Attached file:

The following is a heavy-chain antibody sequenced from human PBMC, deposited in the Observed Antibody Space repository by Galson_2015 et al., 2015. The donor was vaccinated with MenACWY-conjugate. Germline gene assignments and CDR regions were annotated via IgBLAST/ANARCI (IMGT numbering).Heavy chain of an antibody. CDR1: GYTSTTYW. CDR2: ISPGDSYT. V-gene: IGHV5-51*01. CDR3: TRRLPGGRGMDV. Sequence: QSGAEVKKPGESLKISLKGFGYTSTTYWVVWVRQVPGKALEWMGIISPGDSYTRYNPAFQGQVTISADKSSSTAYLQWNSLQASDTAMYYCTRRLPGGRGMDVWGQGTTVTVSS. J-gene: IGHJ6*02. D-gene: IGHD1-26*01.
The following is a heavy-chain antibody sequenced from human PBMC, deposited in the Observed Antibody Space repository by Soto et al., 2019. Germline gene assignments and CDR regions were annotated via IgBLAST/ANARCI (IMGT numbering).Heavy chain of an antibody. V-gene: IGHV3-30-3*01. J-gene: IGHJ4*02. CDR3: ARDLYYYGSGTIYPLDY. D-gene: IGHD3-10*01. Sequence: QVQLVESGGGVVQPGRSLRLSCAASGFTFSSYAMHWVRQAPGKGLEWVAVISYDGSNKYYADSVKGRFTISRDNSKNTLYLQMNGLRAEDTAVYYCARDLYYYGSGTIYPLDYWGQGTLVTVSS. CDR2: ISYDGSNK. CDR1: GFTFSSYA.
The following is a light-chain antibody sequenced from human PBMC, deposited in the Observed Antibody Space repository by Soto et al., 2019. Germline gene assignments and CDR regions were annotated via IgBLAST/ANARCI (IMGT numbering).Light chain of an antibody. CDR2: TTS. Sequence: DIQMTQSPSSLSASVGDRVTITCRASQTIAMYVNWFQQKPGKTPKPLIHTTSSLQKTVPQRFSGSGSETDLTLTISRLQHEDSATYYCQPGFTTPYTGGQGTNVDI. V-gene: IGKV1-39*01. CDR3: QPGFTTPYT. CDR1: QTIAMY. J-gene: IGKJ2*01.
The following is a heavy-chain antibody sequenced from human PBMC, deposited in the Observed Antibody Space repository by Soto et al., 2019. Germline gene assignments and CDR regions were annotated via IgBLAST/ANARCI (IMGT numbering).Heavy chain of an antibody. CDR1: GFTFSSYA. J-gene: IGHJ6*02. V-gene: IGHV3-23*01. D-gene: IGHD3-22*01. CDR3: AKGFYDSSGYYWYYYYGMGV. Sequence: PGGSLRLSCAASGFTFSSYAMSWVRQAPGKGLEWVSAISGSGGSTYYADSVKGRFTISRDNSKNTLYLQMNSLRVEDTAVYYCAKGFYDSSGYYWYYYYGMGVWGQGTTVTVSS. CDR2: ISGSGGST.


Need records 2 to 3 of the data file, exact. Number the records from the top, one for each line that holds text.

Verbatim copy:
The following is a heavy-chain antibody sequenced from human PBMC, deposited in the Observed Antibody Space repository by Soto et al., 2019. Germline gene assignments and CDR regions were annotated via IgBLAST/ANARCI (IMGT numbering).Heavy chain of an antibody. V-gene: IGHV3-30-3*01. J-gene: IGHJ4*02. CDR3: ARDLYYYGSGTIYPLDY. D-gene: IGHD3-10*01. Sequence: QVQLVESGGGVVQPGRSLRLSCAASGFTFSSYAMHWVRQAPGKGLEWVAVISYDGSNKYYADSVKGRFTISRDNSKNTLYLQMNGLRAEDTAVYYCARDLYYYGSGTIYPLDYWGQGTLVTVSS. CDR2: ISYDGSNK. CDR1: GFTFSSYA.
The following is a light-chain antibody sequenced from human PBMC, deposited in the Observed Antibody Space repository by Soto et al., 2019. Germline gene assignments and CDR regions were annotated via IgBLAST/ANARCI (IMGT numbering).Light chain of an antibody. CDR2: TTS. Sequence: DIQMTQSPSSLSASVGDRVTITCRASQTIAMYVNWFQQKPGKTPKPLIHTTSSLQKTVPQRFSGSGSETDLTLTISRLQHEDSATYYCQPGFTTPYTGGQGTNVDI. V-gene: IGKV1-39*01. CDR3: QPGFTTPYT. CDR1: QTIAMY. J-gene: IGKJ2*01.